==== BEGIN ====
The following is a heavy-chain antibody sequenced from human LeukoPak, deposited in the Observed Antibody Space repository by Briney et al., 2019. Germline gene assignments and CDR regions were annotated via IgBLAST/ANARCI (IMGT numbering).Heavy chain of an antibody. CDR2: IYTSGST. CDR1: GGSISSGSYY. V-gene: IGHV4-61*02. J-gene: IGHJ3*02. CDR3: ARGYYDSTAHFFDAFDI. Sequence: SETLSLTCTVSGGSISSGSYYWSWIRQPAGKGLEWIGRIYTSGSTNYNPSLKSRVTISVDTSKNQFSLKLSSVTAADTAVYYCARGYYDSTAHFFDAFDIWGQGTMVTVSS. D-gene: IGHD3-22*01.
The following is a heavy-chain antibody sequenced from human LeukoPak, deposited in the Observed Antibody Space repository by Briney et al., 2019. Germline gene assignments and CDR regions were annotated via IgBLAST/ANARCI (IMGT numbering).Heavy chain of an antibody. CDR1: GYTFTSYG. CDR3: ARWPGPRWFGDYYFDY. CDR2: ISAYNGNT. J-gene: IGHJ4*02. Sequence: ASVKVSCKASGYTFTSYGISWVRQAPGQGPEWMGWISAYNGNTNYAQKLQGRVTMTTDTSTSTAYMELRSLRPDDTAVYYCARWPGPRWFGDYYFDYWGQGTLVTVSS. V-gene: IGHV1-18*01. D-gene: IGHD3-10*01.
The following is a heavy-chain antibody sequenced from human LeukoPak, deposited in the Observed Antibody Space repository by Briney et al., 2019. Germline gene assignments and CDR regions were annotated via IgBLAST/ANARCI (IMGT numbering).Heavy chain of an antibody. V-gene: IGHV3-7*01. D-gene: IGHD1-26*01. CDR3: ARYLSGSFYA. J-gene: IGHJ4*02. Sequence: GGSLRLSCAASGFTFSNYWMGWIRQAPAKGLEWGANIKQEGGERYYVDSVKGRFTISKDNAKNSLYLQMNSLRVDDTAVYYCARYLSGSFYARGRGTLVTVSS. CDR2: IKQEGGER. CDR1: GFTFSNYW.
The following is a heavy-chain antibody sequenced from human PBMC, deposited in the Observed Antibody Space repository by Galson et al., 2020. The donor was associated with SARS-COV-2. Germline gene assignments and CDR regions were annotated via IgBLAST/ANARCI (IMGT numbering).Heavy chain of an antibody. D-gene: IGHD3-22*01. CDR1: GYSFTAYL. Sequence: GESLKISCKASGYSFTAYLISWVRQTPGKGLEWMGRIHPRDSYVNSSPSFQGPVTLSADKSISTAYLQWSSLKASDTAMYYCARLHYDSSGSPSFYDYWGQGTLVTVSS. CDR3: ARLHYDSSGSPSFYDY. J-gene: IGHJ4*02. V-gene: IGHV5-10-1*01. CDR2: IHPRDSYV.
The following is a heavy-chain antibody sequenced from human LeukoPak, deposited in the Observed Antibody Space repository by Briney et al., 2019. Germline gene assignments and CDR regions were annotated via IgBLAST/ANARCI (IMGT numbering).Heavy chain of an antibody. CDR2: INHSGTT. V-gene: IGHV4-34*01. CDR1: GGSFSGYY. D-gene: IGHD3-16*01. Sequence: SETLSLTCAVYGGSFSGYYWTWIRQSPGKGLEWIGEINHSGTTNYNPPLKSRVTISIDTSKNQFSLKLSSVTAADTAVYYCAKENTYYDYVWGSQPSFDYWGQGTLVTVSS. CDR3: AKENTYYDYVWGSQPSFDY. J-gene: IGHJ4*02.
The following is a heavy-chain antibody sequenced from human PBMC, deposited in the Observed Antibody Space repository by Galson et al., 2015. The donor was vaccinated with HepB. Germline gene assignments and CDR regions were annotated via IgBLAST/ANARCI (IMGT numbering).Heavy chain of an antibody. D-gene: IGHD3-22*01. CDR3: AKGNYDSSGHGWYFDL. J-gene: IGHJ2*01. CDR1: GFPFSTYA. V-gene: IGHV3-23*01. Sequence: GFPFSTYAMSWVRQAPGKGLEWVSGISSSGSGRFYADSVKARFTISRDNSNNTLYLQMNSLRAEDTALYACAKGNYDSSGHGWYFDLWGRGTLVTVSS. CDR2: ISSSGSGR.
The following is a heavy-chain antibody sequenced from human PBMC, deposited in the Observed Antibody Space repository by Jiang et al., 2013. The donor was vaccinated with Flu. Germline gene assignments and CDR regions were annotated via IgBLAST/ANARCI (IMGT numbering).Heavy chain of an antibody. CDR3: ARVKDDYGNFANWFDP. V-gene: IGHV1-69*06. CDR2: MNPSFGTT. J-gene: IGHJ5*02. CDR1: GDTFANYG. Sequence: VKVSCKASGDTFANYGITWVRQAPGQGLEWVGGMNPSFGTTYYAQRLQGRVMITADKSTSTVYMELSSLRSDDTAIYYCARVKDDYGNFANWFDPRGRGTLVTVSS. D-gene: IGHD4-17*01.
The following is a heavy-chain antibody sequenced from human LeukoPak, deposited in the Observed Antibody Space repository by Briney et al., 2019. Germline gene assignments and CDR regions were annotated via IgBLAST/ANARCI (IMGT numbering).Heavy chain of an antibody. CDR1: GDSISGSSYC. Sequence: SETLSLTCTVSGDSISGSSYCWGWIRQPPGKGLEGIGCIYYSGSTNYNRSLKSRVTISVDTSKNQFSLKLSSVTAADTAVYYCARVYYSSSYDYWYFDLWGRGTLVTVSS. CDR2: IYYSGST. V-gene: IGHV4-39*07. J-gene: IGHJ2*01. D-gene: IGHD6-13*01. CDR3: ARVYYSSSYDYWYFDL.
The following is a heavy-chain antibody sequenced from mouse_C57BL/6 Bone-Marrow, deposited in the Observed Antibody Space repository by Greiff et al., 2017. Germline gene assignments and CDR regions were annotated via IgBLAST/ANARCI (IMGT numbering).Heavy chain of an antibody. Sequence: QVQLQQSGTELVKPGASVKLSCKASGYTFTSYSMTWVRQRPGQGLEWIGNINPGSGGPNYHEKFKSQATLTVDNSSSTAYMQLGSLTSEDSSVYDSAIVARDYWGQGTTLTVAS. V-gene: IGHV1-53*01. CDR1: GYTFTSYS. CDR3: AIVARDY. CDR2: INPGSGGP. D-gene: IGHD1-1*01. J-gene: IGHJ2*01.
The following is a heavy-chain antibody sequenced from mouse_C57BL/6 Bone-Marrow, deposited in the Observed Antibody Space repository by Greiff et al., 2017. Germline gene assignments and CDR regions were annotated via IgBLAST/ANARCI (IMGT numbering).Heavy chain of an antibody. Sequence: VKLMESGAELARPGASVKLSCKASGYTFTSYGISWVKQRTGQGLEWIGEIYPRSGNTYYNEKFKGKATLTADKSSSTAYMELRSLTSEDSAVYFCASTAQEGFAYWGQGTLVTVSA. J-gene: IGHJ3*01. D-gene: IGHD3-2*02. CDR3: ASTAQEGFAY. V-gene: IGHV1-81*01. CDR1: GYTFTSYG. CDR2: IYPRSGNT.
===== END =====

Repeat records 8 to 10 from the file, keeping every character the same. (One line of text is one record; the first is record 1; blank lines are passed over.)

The following is a heavy-chain antibody sequenced from human LeukoPak, deposited in the Observed Antibody Space repository by Briney et al., 2019. Germline gene assignments and CDR regions were annotated via IgBLAST/ANARCI (IMGT numbering).Heavy chain of an antibody. CDR1: GDSISGSSYC. Sequence: SETLSLTCTVSGDSISGSSYCWGWIRQPPGKGLEGIGCIYYSGSTNYNRSLKSRVTISVDTSKNQFSLKLSSVTAADTAVYYCARVYYSSSYDYWYFDLWGRGTLVTVSS. CDR2: IYYSGST. V-gene: IGHV4-39*07. J-gene: IGHJ2*01. D-gene: IGHD6-13*01. CDR3: ARVYYSSSYDYWYFDL.
The following is a heavy-chain antibody sequenced from mouse_C57BL/6 Bone-Marrow, deposited in the Observed Antibody Space repository by Greiff et al., 2017. Germline gene assignments and CDR regions were annotated via IgBLAST/ANARCI (IMGT numbering).Heavy chain of an antibody. Sequence: QVQLQQSGTELVKPGASVKLSCKASGYTFTSYSMTWVRQRPGQGLEWIGNINPGSGGPNYHEKFKSQATLTVDNSSSTAYMQLGSLTSEDSSVYDSAIVARDYWGQGTTLTVAS. V-gene: IGHV1-53*01. CDR1: GYTFTSYS. CDR3: AIVARDY. CDR2: INPGSGGP. D-gene: IGHD1-1*01. J-gene: IGHJ2*01.
The following is a heavy-chain antibody sequenced from mouse_C57BL/6 Bone-Marrow, deposited in the Observed Antibody Space repository by Greiff et al., 2017. Germline gene assignments and CDR regions were annotated via IgBLAST/ANARCI (IMGT numbering).Heavy chain of an antibody. Sequence: VKLMESGAELARPGASVKLSCKASGYTFTSYGISWVKQRTGQGLEWIGEIYPRSGNTYYNEKFKGKATLTADKSSSTAYMELRSLTSEDSAVYFCASTAQEGFAYWGQGTLVTVSA. J-gene: IGHJ3*01. D-gene: IGHD3-2*02. CDR3: ASTAQEGFAY. V-gene: IGHV1-81*01. CDR1: GYTFTSYG. CDR2: IYPRSGNT.